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Interview with Margaret Winter, M.S., Clinical Coordinator of the Children's Auditory Research and Evaluation, (CARE) Center, House Ear Institute, Los Angeles, California

Margaret Winter, MS

January 23, 2006

Topic: The CARE Center at the House Ear Institute
Beck: Hi Margaret. Thanks for your time today. Please tell me a little about your professional history?

Winter: I graduated with my master's from the University of Redlands in 1977 and I've worked as a clinical audiologist in Los Angeles since that time. I'm the Clinical Coordinator of the CARE Center at the House Ear Institute, and I've been here for eleven years.

Beck: Margaret, I know the CARE Center is a multidisciplinary center for children. Would you please tell me a little about that?

Winter: The clinical staff in the CARE Center and the scientific staff in the Institute's CARE Research Department work together to provide children who have hearing loss with a complete program of intervention and rehabilitation to optimize their communication skills. CARE Center clinical services include diagnostic audiology (including ABR/OAEs/ASSR and behavioral testing of children of all ages), hearing aid fitting and dispensing, and evaluations and therapy for children with hearing loss. We partner with the surgeons at the House Clinic to employ a team approach in providing cochlear implant services to children. Our professional staff consists of seven audiologists, a speech/language pathologist, an educational liaison, and two consulting psychologists for our cochlear implant team. As a feature of our team approach, we communicate regularly with educators, therapists, social workers and other service providers of the children we see here.

Beck: And I suppose one of the most important things you do is serve as a resource for parents and teachers?

Winter: Absolutely. In fact our staff educational liaison contacts parents and school personnel prior to a cochlear implant pre-evaluation to get their input and also to ensure that it is not a surprise to the school when one of their children receives an implant. After implantation, our liaison goes to the local schools to be sure the teachers and the administrators know how the implant works, how to make sure it's working, and how to maximally provide for that child in an efficient and meaningful way, while setting appropriate educational expectations. So we make sure the classroom teacher, the speech language pathologist and the school audiologist work together toward the same goals, with appropriate knowledge about cochlear implants. The last thing we want is a teacher surprised by a cochlear implant!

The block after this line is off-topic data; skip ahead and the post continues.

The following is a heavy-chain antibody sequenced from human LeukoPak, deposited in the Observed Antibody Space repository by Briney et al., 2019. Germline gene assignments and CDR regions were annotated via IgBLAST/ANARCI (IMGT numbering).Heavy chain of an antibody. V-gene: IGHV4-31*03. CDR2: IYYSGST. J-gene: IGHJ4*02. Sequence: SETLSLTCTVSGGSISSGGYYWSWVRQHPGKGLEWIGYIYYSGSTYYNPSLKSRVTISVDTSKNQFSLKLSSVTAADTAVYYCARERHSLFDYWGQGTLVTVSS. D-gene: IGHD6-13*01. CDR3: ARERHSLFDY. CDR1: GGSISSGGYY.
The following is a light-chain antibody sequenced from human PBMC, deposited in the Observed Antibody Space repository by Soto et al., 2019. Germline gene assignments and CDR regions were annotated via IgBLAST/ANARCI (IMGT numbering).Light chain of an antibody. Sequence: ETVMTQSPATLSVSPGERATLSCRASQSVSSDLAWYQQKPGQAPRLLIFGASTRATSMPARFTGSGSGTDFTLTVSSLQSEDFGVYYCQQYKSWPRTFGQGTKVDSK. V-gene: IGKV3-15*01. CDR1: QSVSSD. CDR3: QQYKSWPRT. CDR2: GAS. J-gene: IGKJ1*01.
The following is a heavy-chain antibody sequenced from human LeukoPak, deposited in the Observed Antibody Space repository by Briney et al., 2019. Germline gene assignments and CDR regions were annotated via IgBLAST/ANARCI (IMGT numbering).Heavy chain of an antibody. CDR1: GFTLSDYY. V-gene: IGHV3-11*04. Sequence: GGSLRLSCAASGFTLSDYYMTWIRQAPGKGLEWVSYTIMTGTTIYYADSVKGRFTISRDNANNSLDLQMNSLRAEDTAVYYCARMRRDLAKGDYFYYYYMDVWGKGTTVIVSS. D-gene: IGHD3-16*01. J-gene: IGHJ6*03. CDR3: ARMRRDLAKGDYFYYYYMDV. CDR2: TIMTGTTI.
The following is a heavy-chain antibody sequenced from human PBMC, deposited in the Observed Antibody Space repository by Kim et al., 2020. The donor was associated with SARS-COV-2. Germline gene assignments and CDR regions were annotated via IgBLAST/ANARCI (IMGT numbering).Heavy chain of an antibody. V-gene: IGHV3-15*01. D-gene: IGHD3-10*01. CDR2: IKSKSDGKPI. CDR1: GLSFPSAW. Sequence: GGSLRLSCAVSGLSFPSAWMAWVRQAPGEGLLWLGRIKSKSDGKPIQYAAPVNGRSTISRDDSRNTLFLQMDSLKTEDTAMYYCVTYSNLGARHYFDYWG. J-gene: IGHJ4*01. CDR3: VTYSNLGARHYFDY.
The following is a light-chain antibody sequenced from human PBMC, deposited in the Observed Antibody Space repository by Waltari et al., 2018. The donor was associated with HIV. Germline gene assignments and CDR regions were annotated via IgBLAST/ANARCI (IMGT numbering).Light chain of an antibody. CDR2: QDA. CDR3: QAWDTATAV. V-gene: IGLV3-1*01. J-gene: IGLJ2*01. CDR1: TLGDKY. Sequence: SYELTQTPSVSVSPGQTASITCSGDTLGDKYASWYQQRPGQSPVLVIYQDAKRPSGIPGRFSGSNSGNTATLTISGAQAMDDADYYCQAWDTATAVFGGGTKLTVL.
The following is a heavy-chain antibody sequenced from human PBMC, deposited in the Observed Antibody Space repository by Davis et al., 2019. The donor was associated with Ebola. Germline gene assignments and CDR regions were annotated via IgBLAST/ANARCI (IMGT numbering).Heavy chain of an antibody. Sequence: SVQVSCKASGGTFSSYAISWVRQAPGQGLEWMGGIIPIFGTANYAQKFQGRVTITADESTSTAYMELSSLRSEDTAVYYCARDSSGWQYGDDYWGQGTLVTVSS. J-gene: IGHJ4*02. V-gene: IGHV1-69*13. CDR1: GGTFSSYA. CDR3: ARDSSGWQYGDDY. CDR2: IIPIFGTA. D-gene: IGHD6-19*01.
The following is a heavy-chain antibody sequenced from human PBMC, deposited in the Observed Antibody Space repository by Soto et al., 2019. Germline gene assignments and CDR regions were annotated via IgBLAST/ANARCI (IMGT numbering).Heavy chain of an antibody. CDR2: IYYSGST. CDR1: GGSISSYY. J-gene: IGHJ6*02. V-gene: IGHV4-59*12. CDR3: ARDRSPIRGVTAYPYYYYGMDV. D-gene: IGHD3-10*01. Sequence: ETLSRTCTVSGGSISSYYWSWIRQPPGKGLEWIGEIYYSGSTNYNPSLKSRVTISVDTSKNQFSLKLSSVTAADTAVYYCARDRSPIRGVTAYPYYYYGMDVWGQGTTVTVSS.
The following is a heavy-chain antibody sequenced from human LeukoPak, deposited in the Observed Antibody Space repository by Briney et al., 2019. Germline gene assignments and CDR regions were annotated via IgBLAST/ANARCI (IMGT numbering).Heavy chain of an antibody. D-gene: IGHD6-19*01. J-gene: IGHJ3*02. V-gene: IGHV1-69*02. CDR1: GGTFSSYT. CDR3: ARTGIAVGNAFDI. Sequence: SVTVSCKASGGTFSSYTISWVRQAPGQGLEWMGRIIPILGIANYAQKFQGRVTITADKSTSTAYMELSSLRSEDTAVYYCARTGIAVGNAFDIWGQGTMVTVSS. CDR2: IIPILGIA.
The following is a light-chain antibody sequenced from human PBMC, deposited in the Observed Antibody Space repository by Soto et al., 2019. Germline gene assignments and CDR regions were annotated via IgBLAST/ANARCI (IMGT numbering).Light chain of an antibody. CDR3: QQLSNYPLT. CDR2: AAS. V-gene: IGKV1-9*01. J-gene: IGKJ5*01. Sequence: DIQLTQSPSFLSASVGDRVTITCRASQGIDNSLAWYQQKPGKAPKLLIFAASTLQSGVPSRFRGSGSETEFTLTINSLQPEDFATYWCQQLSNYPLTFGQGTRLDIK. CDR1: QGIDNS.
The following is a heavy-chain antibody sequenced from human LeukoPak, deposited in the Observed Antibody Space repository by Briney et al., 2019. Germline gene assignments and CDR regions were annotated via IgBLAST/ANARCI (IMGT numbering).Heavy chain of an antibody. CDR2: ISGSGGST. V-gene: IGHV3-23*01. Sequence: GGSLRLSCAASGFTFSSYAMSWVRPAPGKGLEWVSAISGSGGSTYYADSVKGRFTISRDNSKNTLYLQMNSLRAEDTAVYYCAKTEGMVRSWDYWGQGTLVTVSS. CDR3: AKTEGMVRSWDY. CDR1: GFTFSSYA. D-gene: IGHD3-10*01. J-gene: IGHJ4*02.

Tracy Husted, the first pre-school-aged child to receive
a cochlear implant in the U.S. (1981, HEI)

Beck: Margaret, this may seem a little silly...but do you offer the same programs for children with hearing aids?

Winter: We really don't - and it's not a silly question at all. The children wearing hearing aids face many of the same issues as children with cochlear implants. Nonetheless, school personnel are more accustomed to hearing aids, they know what they are, they've usually seen them before, and so although educationally based aural rehabilitation is very important, we generally depend on the school districts' educational audiologists and other professionals to address hearing aid amplification in the schools. However, if a particular school needed an orientation on how to deal with hearing aid amplification systems, we would be to provide it.

Beck: I understand -- that makes sense. Please tell me, what percentage of children with cochlear implants are eventually mainstreamed in the schools?

Winter: The majority of implanted children are eventually mainstreamed. However, some are mainstreamed without support services, and others need some support services -- the variability is enormous.

Beck: Where do the kids in the CARE Center come from?